Kia considers launching a fully-electric Ceed
According to Europa-COO Emilio Herrera, Kia is considering making a purely electric version of its Ceed model, as well as bringing another – as yet unnamed – new fully-electric model brought to market by 2021, and bumping up electrification through plug-in hybrids.
In an interview with Automotive News Europe, Herrera spoke of the PHEVs in the Ceed range, but also said, “We are also considering a full-electric version.” He explained the plug-in hybrid versions of the Ceed Sportswagon and the new XCeed presented at the beginning of September will go into production at Kia’s Zilina plant in Slovakia at the end of November and will be launched to market in January 2020. The Kia Niro PHEV (or Hyundai Ioniq PHEV) drive train will be used in both compact PHEVs. The biggest difference: Since the two Ceed derivatives have a lower standard consumption, provisional measurements show a purely electrical range of up to 60 kilometres. Kia continues to keep prices under lock and key.
Otherwise, Herrera confirmed a report from the beginning of August, according to which a hybrid and a plug-in hybrid version of the Kia Sorento is also planned for the coming year. The ‘Imagine by Kia‘ concept car presented at this year’s Geneva Motor Show will also provide the basis for a new battery-electric model to be launched in 2021. Herrera refrained from providing further details. Two weeks ago it was also revealed that Kia was considering a purely electric version for its Picanto small car. “There’s no confirmation yet, but we’re really taking a look,” Herrera said.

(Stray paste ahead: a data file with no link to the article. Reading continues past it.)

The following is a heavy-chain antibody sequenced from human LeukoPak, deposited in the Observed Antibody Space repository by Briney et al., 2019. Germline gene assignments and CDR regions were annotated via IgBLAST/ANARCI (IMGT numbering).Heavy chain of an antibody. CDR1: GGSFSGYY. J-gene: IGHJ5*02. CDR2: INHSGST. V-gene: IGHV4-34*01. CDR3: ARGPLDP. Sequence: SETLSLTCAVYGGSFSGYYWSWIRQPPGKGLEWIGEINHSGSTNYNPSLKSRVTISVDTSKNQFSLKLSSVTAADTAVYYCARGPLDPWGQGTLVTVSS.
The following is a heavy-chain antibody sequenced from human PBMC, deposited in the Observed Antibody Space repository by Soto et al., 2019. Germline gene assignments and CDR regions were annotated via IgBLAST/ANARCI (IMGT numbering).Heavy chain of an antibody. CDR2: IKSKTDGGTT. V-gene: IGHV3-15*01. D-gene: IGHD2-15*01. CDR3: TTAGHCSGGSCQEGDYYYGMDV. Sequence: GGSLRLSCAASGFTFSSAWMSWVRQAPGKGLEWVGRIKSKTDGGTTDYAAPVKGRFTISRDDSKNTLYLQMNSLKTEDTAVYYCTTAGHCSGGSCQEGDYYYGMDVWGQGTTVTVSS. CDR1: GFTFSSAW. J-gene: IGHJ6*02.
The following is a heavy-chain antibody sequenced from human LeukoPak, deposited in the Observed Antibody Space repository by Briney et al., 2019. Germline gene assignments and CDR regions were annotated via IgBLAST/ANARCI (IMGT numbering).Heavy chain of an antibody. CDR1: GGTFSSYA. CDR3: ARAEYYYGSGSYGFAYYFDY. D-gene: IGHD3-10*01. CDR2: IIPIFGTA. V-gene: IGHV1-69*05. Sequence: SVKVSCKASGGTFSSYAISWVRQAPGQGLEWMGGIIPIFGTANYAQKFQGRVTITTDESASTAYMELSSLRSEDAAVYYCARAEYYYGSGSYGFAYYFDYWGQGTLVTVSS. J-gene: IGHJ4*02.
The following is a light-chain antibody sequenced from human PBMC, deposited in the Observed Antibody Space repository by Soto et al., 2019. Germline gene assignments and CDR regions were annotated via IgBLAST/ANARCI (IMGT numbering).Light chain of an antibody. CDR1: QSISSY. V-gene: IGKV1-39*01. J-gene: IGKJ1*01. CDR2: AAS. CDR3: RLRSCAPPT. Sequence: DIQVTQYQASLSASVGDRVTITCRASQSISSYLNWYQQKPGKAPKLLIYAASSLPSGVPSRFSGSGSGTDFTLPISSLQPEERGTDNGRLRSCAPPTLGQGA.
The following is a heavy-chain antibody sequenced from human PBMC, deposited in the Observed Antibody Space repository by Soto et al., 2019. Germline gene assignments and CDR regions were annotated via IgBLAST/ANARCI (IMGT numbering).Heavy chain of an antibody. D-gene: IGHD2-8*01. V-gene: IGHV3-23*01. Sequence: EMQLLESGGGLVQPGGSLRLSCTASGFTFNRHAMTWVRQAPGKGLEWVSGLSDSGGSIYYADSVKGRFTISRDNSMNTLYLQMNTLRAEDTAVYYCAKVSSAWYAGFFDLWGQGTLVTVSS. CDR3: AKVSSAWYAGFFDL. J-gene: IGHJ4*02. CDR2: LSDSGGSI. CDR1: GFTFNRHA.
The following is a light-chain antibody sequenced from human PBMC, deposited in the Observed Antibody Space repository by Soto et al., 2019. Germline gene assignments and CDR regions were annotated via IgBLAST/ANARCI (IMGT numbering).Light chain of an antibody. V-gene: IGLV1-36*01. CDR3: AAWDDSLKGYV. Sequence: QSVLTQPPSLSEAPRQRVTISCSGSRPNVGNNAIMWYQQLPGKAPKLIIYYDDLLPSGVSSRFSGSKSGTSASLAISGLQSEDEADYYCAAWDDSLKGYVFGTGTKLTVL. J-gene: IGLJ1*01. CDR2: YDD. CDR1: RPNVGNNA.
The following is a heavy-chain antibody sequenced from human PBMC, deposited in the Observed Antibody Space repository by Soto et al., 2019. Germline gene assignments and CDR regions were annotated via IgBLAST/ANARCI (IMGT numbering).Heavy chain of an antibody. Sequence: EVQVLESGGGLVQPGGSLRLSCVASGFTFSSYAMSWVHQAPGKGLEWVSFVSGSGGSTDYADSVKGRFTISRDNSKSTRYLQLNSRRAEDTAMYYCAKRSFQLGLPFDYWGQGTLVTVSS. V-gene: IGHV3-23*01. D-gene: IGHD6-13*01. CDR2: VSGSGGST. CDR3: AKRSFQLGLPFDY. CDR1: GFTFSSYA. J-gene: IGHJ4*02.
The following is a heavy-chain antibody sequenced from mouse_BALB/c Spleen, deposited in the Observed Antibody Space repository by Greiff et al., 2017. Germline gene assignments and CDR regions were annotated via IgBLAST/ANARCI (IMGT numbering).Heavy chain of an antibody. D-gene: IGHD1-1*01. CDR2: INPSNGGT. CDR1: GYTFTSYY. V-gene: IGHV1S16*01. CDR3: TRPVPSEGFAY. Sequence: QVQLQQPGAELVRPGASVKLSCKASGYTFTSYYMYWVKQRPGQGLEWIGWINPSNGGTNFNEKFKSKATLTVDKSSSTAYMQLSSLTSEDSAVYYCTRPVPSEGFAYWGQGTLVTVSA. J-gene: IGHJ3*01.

Kia, like the rest of the car industry, is struggling to get closer to the European CO2 emission targets. The Korean company wants to achieve this explicitly by selling more battery-electric cars. In 2020 alone, Kia would have to sell 40,000 electric cars in Europe. For this year Herrera estimates electric sales at 16,000 vehicles in Europe with 12,000 e-Niro and 4,000 e-Soul.
When asked if the slight CO2 reduction enabled by PHEVs was worth the extra cost, Herrera replied, “The target is so stringent, that every little bit counts. Mild hybrids will help, the type of tires we use help. We even have contingency plans for next year [when the CO2 rules start to go into effect] to make sure we don’t miss the target.”
Kia’s ambitious sales plans for electric cars in Europe also include their production strategy. The carmaker’s only European plant to date is located in Zilina and has so far been limited to the production of the petrol and diesel models Ceed, Sportage, and Venga. Although the range is now being expanded to include PHEV variants, Kia is also considering producing fully electric cars in Europe in the future – among other things, to reduce delivery times. At the moment local customers have to be patient and, for example, have to cope with a waiting period of more than one year for the e-Niro – apparently due to battery supply problems.
Here, the interview also provided a little insight: When asked if battery supply is still a problem, the Kia Europa COO replied: “Yes, we can’t get enough of them.” But apparently, this is only problematic with Kia’s BEVs. Herrera explained that Kia hadn’t anticipated such a high demand for purely-electric cars and therefore didn’t order enough batteries from LG Chem and SK Innovation. He said this won’t be a problem with upcoming hybrids because Kia has reworked their battery-supply contracts for plug-ins.